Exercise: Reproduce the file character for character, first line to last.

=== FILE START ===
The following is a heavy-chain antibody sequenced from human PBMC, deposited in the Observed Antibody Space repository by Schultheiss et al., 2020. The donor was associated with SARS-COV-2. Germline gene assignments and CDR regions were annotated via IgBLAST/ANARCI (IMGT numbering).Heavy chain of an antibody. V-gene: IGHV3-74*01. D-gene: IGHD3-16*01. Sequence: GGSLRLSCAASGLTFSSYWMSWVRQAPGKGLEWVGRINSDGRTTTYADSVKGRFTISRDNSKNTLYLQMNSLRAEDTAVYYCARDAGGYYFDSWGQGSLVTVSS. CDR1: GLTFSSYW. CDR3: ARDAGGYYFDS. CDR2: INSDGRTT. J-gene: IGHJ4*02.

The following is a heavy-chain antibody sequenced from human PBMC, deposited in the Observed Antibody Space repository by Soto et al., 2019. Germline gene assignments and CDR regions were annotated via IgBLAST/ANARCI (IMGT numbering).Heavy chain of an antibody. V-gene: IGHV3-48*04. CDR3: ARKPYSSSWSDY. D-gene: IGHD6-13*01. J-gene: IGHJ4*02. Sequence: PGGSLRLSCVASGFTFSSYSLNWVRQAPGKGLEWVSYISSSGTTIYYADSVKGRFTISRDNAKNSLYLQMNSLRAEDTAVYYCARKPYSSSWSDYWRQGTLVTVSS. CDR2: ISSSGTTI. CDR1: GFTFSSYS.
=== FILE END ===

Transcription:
The following is a heavy-chain antibody sequenced from human PBMC, deposited in the Observed Antibody Space repository by Schultheiss et al., 2020. The donor was associated with SARS-COV-2. Germline gene assignments and CDR regions were annotated via IgBLAST/ANARCI (IMGT numbering).Heavy chain of an antibody. V-gene: IGHV3-74*01. D-gene: IGHD3-16*01. Sequence: GGSLRLSCAASGLTFSSYWMSWVRQAPGKGLEWVGRINSDGRTTTYADSVKGRFTISRDNSKNTLYLQMNSLRAEDTAVYYCARDAGGYYFDSWGQGSLVTVSS. CDR1: GLTFSSYW. CDR3: ARDAGGYYFDS. CDR2: INSDGRTT. J-gene: IGHJ4*02.

The following is a heavy-chain antibody sequenced from human PBMC, deposited in the Observed Antibody Space repository by Soto et al., 2019. Germline gene assignments and CDR regions were annotated via IgBLAST/ANARCI (IMGT numbering).Heavy chain of an antibody. V-gene: IGHV3-48*04. CDR3: ARKPYSSSWSDY. D-gene: IGHD6-13*01. J-gene: IGHJ4*02. Sequence: PGGSLRLSCVASGFTFSSYSLNWVRQAPGKGLEWVSYISSSGTTIYYADSVKGRFTISRDNAKNSLYLQMNSLRAEDTAVYYCARKPYSSSWSDYWRQGTLVTVSS. CDR2: ISSSGTTI. CDR1: GFTFSSYS.